Increasing contamination with persistent bioaccumulating compounds is reported for the aquatic ecosystems of Antarctica. These substances mainly originating from distant sources are transported via the atmosphere at a global scale and are re-distributed in the aquatic environment by condensation and precipitation. These xenobiotics are accumulating in organisms (bioaccumulation), however, the effects on the various members of the food web are rarely investigated.
The Protocol on Environmental Protection to the Antarctic treaty emphasizes that the protection of the Antarctic environment is in the interest of mankind as a whole. Accordingly, the development and implementation of suitable procedures for environmental impact assessment in Antarctic areas affected by human settlement has to become a priority task.
To evaluate the health of the ecosystem it is one approach to study sensitive indicator species (= sentinel species). Sentinel species have been well established for various ecosystems. However, in Southern Ocean fishes, investigations on the suitability as sentinel species are still missing and a clear need for much more information on the response of polar marine species was addressed. Such species should be selected according to criteria of their role in the food web, their physiological capabilities to respond sensitively and to their prior exposure to chemicals. As a consequence, we focus on three ground fish species as they are representing different roles in the food web, e.g. the benthos feeding yellow notothenia (or bumphead notothenia Gobionotothen gibberifrons), the fish feeder Scotia Sea icefish (or blackfin icefish, Chaenocephalus aceratus) and the krill feeding mackerel icefish (Champsocephalus gunnari).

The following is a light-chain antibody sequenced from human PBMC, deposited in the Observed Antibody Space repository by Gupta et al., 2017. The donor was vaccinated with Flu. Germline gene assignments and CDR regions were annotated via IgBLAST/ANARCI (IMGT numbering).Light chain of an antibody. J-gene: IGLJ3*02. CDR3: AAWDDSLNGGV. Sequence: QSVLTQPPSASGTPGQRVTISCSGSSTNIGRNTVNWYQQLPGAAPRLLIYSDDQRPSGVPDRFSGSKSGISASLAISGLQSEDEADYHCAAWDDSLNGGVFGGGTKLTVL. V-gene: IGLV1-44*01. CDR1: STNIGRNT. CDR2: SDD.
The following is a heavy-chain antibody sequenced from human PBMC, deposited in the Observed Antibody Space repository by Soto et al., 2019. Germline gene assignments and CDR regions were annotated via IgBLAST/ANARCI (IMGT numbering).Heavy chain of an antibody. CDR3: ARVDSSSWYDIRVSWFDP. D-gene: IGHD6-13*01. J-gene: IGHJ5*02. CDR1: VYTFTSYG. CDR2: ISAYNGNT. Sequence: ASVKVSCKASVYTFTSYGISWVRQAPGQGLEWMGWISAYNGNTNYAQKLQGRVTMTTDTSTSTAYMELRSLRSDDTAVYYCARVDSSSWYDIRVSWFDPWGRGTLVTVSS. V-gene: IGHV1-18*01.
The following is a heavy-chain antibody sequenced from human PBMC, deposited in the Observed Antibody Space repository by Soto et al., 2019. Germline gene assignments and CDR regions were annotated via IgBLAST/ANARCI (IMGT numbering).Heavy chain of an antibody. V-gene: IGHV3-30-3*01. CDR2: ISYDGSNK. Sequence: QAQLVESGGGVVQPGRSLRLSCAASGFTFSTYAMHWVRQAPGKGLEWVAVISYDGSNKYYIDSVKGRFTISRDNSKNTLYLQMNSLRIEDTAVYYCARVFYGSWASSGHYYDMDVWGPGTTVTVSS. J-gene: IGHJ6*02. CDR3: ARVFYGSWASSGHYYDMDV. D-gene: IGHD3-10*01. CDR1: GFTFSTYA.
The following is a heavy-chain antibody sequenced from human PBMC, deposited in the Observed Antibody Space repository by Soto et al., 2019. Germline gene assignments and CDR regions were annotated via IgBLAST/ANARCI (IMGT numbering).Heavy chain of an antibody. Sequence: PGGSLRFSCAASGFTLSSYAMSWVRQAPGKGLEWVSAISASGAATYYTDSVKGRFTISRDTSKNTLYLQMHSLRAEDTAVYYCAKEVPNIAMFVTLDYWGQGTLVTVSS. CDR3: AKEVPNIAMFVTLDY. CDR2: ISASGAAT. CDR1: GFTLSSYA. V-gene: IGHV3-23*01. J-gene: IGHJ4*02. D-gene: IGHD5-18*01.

As a consequence, this project aims at assessing the general potential of Antarctic groundfish species to cope with bioaccumulating organic toxicants and elucidate their potential as sentinel species. Therefore, we will study (1) if their physiological capability to accumulate and metabolise persistent organic pollutants is different from well-investigated sentinel species of boreal latitudes. With this, we attempt to raise first evidence whether one or more of the three Antarctic fish species are apt as sentinel species. (2) We will further study whether potential effects of preceding exposure to persistent bioaccumulating compounds affected health and selected biomarkers of these species. To raise these data, persistent organic pollutants will be measured in the fish muscle. Furthermore, endpoints will be studied such as condition factor, hepatosomatic index, spleenosomatic index, histopathology of liver and gill, as well as selected biomarkers.
Work at sea
Fish sampling will profit from the fishing program of the survey on the biology and ecology of Antarctic groundfish. This fishing will be conducted within the remit of CCAMLR and is thus due to specific research exemptions both under the Antarctic Treaty and CCAMLR. Accordingly, no additional fish has to be taken. From the provided three fish species, only male specimen of a specific maximum length (corresponding to age < 3 years) will be investigated to exclude sex differences, which are known to influence the bioaccumulation potency and the responsiveness of the biomarkers. At selected sampling sites, 20 fish fulfilling the mentioned criteria will be 90 - ANT-XXVIII/4 - sampled. Whole fish will be studied for biometric parameters. Muscle tissue will be dissected and preserved for further analysis of persistent organic pollutants (P. Schmid, EMPA). Liver, gill and muscle tissue will be sampled for biomarker analysis and PCR of selected enzymes of the detoxification metabolism.